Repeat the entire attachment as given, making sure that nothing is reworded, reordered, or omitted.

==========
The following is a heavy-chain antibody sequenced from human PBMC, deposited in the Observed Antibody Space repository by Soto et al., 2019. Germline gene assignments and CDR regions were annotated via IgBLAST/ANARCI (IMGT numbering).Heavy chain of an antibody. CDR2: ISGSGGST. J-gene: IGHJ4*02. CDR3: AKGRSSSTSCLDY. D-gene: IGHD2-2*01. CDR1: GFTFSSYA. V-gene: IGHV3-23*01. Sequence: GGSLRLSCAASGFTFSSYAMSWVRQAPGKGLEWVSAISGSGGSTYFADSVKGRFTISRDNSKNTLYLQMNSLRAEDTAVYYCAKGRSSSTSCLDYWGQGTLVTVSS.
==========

The following is a heavy-chain antibody sequenced from human PBMC, deposited in the Observed Antibody Space repository by Soto et al., 2019. Germline gene assignments and CDR regions were annotated via IgBLAST/ANARCI (IMGT numbering).Heavy chain of an antibody. CDR2: ISGSGGST. J-gene: IGHJ4*02. CDR3: AKGRSSSTSCLDY. D-gene: IGHD2-2*01. CDR1: GFTFSSYA. V-gene: IGHV3-23*01. Sequence: GGSLRLSCAASGFTFSSYAMSWVRQAPGKGLEWVSAISGSGGSTYFADSVKGRFTISRDNSKNTLYLQMNSLRAEDTAVYYCAKGRSSSTSCLDYWGQGTLVTVSS.